Live broadcasts in those days were still a rarity. There were live broadcasts for sports, and the occasional Royal occasion but not a combination of both a ceremonial route within London and then a railway line stretching for some eighty five miles across the southern part of England. It could possibly be this mass exposure that prompted a lot of people to try to see the Winston Churchill funeral train – and in turn see if they were spotted on television by friends or relatives who would be watching the screen at home! Its surprising so many people ventured onto the railway itself at numerous locations on that day in January 1965. People were stood upon the tracks themselves, along the narrow verges at the side of the tracks (having first climbed the fences), walked down into the permanent way from the ends of the platforms, stood near the live third rail on the sections of line through Surrey and Berkshire towards Reading and so on.
Was the mass tresspass something the authorities simply accepted that day? It seems simply that far too many people were trespassing on the tracks thus the railway authorities had no choice but ignore it and hope for the best. The act of trying to chase all these people off the tracks – and even possibly into the path of an oncoming express – was something that couldn’t be done so the authorities simply held ground in the hope the day would pass of without event. As it turned out there wasn’t one incident that day. No-one was killed. I’m sure the railway authorities wiped their foreheads in relief that such a major event and mass trespass had passed without any sort of incidents, injuries, near misses or even fatalities.
I have never seen this discussed and it seems to me its just sort of generally accepted this was part and parcel of the whole day’s events – that people should trespass en masse on the railways. Why was it not condoned at the time? That is something for which I have no explanation but of course it may well be that people just didn’t want to spoil what had been a very good day indeed. It would of course be very different today!
The only article I can find on this subject is the Railway Magazine in 2015 when it wrote an article to commemorate the 50th anniversary of that occasion. The title of the work was ‘The day the people lined the lineside.’ (The graphic shown above is the title from that very article.) It shows examples of people standing right besides the railway as the funeral train passed by. The magazine does indeed allude that this was all wrong, but rather indirectly – perhaps out of respect for those who had wished pay their last respects to one of Britain’s greatest politicians. This is what the Railway Magazine had to say:
Today it would be thought of as mass trespass, but at the time it was the natural thing to do… to stand as close to the track as possible and pay one’s last respects to the man credited with winning the war, Sir Winston Churchill.
I’m not writing this post to say ‘oh yes, its wrong, disgusting, its shocking, these people should be absolutely damned for it.’ I’m just merely writing about the fact it so easily passed off into history as an event that was celebrated en masse but it wouldn’t be so easily condoned today. In fact it was a quirk it even happened, it was unique and in fact due to a special set of circumstances which I doubt we’ll ever see again. What people did that day was simply to pay their respects to one of Britain’s most noted Prime Minsters.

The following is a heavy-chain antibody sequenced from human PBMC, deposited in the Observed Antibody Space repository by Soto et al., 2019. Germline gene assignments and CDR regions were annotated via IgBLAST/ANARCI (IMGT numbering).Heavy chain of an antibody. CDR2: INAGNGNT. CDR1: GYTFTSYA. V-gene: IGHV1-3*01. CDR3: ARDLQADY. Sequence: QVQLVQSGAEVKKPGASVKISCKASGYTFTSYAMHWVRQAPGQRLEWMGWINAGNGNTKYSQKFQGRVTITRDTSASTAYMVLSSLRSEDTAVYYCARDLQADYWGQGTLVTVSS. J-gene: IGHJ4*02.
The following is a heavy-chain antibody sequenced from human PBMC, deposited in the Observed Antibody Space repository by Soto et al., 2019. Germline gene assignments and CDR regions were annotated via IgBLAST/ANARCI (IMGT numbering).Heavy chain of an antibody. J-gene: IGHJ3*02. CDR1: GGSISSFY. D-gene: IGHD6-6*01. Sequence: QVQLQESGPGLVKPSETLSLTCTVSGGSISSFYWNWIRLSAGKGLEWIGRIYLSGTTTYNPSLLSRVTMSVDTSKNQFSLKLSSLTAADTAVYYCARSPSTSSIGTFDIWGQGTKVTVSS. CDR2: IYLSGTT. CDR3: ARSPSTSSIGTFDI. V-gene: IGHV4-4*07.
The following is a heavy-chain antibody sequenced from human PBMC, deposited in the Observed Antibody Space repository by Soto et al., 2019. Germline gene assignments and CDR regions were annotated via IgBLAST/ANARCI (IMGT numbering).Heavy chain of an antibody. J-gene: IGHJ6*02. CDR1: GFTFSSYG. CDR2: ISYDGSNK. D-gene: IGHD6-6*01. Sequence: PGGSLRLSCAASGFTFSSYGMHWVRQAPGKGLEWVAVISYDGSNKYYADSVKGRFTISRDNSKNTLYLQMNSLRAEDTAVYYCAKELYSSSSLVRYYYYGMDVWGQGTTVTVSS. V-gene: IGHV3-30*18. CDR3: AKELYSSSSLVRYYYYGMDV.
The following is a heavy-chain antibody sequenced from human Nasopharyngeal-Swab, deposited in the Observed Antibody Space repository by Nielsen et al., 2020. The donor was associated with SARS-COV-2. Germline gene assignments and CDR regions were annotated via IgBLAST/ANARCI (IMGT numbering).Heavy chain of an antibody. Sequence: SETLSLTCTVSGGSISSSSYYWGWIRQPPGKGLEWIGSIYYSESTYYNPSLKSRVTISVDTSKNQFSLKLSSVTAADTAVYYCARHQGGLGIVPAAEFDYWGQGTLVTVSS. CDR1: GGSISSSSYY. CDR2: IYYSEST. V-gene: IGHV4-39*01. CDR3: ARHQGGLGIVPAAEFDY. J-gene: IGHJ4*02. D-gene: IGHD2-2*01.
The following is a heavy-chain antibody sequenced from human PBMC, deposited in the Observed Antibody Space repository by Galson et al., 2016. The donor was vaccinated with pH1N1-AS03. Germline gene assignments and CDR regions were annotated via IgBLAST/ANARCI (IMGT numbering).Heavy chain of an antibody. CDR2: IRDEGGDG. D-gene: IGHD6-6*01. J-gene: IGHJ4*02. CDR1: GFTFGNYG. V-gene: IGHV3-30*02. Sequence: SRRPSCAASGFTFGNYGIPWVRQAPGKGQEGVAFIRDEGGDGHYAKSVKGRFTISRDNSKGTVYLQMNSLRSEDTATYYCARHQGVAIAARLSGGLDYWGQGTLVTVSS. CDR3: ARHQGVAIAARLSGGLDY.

In a report on a pending Flying Scotsman railtour in 2015 after the locomotive had been through a long period of overhaul, Network Rail issued a warning that people should not trespass on the railways. This was reported in Rail, and one person in fact commented on the Churchill funeral train. Part of that comment is shown below:
I remember Sir Winston Churchill’s funeral train running in 1965. Thousands of people stood by the lineside to show their respect. Funny how no trains were delayed and nobody prosecuted.
Was there a sea change in attitudes towards the act of trespass on the railways after that? I dont think so. Its quite possible the huge exposure this procession gained on the television and in the press brought home that trespassing of any sort on Britain’s railways was to be frowned upon. After all its what those lineside fences were for! In some countries there’s no fencing of any sort so thats a different kettle of fish altogether, but in the UK there’s been a need for trackside fencing ever since the first days of the railways and the sides of the tracks in the UK have been populated since those early days with notices warning of penalties for trespass.
In that respect I cant say for sure or not the railway authorities accepted this mass invasion of the tracks on the day of the Churchill funeral train. Maybe they quietly thought about it and decided the best thing was not to spoil the hugely convivial atmosphere generated by the event. Even other instances where people trespassed on the lines (such as the final steam train on British Railways in August 1968) things seemed somehow sort of tolerated. That was the case even in the seventies as this picture shows! (That’s from the Cornwall Railway Society website.)